So you’ve created a Coinbase account, bought your first fraction of a bitcoin and followed up with half a litecoin. You’re now ready to become a cryptocurrency trader. You fire the lot over to an exchange where the first coin you purchase shoots up by 10% before you sell, smug in the knowledge that you’ve made it. Thanks to an inspired strategy of “Buy low, sell high”, you’re going all the way: the blue tick Twitter account, the audience of newbs hanging on your every call and the obligatory meme car in the driveway. It was all shaping up so well, until you went and committed one of the following rookie mistakes
Probably the following advice will be sneered at by more seasoned traders, but hand on heart, who can say they have never committed any of the following? The mark of a great trader lies in their ability to learn from their rookie mistakes. To become great, first you must become humble, and there’s nothing more humbling than buying a pumped cryptocurrency at the top, bragging about the sick gains you’re about to make and then getting rekt.
Chasing P & Ds
Watching a vertical green candle shoot skyward is one of the most pleasurable sights a trader can see, provided you bought at the bottom. However, if you don’t have a horse in the race, the envy can be overwhelming. Occasionally it’ll pay off; more often than not it’ll leave you in a fetal position on the floor.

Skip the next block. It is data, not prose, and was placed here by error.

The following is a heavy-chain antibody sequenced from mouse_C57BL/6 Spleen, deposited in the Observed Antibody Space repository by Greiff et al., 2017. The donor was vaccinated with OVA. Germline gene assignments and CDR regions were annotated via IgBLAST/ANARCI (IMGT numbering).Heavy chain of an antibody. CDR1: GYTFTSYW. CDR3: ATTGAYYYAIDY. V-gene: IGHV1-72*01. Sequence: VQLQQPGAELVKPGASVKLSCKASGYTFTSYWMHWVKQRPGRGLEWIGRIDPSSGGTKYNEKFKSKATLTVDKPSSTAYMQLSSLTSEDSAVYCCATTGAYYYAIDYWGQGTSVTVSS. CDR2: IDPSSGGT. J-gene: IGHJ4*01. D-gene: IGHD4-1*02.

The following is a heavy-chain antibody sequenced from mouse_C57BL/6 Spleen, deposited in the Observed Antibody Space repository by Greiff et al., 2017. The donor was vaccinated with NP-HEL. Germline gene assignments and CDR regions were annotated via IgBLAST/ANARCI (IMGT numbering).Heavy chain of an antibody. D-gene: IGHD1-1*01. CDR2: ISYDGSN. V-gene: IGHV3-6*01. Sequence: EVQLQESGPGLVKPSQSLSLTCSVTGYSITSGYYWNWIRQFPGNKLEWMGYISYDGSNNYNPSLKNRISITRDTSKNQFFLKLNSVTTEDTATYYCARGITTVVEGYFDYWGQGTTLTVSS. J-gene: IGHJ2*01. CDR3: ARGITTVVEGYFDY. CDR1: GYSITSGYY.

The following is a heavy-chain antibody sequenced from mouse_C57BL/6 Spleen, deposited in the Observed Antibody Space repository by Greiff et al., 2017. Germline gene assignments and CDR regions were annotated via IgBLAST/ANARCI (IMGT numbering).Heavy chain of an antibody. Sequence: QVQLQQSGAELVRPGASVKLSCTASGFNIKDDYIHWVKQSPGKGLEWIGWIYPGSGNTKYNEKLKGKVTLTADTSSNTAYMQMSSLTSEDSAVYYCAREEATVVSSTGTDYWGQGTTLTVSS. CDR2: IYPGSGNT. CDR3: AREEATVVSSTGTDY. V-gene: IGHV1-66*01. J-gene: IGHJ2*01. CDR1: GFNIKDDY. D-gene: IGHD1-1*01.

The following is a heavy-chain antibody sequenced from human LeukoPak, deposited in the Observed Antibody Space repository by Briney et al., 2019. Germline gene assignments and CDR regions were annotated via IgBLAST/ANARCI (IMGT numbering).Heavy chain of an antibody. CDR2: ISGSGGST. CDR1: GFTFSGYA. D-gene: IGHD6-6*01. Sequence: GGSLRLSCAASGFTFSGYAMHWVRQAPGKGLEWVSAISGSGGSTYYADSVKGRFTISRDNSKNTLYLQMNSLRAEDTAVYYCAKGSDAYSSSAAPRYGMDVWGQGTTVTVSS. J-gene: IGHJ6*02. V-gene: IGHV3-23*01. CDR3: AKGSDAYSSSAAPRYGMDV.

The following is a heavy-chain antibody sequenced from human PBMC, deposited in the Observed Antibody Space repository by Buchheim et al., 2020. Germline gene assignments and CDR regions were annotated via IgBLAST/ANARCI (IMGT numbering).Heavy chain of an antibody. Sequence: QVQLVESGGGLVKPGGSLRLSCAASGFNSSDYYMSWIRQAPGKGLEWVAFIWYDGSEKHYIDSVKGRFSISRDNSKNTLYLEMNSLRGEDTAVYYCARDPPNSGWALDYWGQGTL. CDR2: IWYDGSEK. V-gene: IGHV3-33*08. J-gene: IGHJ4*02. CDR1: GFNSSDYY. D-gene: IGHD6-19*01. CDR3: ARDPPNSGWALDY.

A cryptocurrency suddenly rocketing in price isn’t always a sign of a pump and dump scheme in place; positive news or promotion by a major influencer can also cause it to soar. It’s important to understand why a coin is rapidly rising though before you buy in. Otherwise you risk getting rekt. Many novice cryptocurrency traders experiment with pump and dump groups that promise instant profits with zero effort. After getting burnt once or twice, most are shrewd enough to learn their lesson and pursue smarter trading strategies.
Buying into illiquid markets
For your coin to go up in price, it needs to have someone else willing to buy it. The trouble with many emerging altcoins and many small exchanges is that they have extremely small order books. You may be convinced that Sprouts (SPRTS) is the future of cryptocurrency, but unless enough other traders share that sentiment, you risk being lumped with a coin that no one is willing to buy, or at least not at the price you’re seeking.
Setting the wrong price
Hands up if you’ve ever misread a zero when setting up a trade, set your sell order 10x too low and had your coins gleefully snapped up? When you’re dealing with altcoins that are priced in fractions of a bitcoin, it’s an easy mistake to make: you think you’re setting a sell order for 0.0000457 BTC only to discover that you actually placed it at 0.00000457. Most exchanges will fill your order for the highest bid on the orderbook at the time, sparing your blushes. Some sites, however, such as Etherdelta, aren’t so accommodating. Always double-check the buy or sell price you’re setting before you hit the execute button.
Sending the wrong coin to an exchange wallet